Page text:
Philip Chiu shows his poetic and his razzle-dazzle in music of Ravel, Rachmaninoff, Burge, Schubert and Liszt!
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Philip Chiu,;Photo credit: Music Toronto
Review by David Richards
Toronto ON November 29th 2017
Before last night’s concert at St. Lawrence Centre’s Jane Mallett Theatre, I had only heard Philip Chiu perform as a collaborative pianist on CBC radio broadcasts. Nevertheless, his recent accolades have made his name very familiar. In 2015, he was the first recipient of the Prix Goyer, Canada’s largest prize for an emerging artist in classical music valued at $125,000. Despite becoming one of the most sought-after chamber musicians in Canada, and having been a student at the Glenn Gould School ten years ago, last night’s performance was billed as his Toronto solo debut.
My first impression was how relaxed, humble and genuine Philip appeared to be. Speaking to the audience before the program began, he acknowledged those who made the event possible and thanked each individual in the audience for coming to hear him. He revealed that it made him nervous to realize that years ago as a student he had heard András Schiff performing Schubert on the same stage and concert series.
Last night’s program was well thought out, building from the sensitively poetic music of Maurice Ravel and John Burge, to the expressively sublime Sergei Rachmaninoff, to the virtuosic razzle-dazzle of Franz Schubert and Franz Liszt. Beginning with the Mother Goose Suite (Ma Mѐre l’Oye) of Ravel, Chiu created a fairy-tale’s light touch. His fingers glided over the keys. The birds of Tom Thumb’s forest were delightful. Sleeping Beauty waking from her slumber in the final movement exuded a loving spirit. The luminously delicate playing was transcendent.
Chiu continued with a poetic spirit in the Studies in Poetry No. 4: Loop (2009) by the Canadian composer John Burge. Here the perpetual motion of the inner parts carried some beautifully crafted melodies. Chiu made me want to hear more studies from the collection.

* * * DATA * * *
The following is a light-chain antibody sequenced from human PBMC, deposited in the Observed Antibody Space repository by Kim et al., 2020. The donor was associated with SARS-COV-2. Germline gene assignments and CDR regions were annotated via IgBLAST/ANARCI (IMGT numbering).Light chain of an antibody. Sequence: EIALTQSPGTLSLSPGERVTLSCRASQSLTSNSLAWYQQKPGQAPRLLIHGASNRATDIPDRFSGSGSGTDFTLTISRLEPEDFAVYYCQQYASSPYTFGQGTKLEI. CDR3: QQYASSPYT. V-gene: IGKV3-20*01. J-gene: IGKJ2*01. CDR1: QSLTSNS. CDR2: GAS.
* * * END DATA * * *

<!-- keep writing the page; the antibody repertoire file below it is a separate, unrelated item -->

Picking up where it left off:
The first half of the program ended with three Sergei Rachmaninoff preludes, Op. 32, No.10, Op. 23, No. 4, and Op 23, No. 7. They took the audience from the grief inspired first, building in expressive range and pianistic demands through the other two. Chiu was careful not to let the music grow beyond the bounds of musicality, keeping a close ear to the transparency of both the melodic line and the inner voices.
The second half of the program was an outgrowth of the first half. Schubert’s Fantasy in C, D. 760 “Wandererfantasie” built through four movements tied together by the opening C Major chords and arpeggio. The electrifying arpeggios of the fourth movement leading into the fugue played out in octaves and more arpeggios made for a tumultuous ride to the finish.
The program ended with Deux Légends by Franz Liszt. It was last performed at a Music Toronto concert in 1982 by Alfred Brendel. I was taken by the charm of the programmatic music conveying St. François d’Assisi preaching to the birds in the first Légend. It was in the second, the depiction of St. François de Paul walking on water that took the concert to its climactic finish with wild waves and its triumph conclusion.
Philip Chiu is a name to be remembered, not just as a sensitive chamber musician and collaborative pianist. Last night’s gripping concert was indicative of a pianist with much to give as a solo artist. Let’s hope this Toronto debut marks the beginning of a long-term relationship with the city as a solo performer.
Next up on Music Toronto’s calendar will be a performance by the Gryphon Trio on December 7th at the Jane Mallett Theatre. Violist Jethro Marks will join the trio for Brahms’ Piano Quartet in A Major, Op. 26.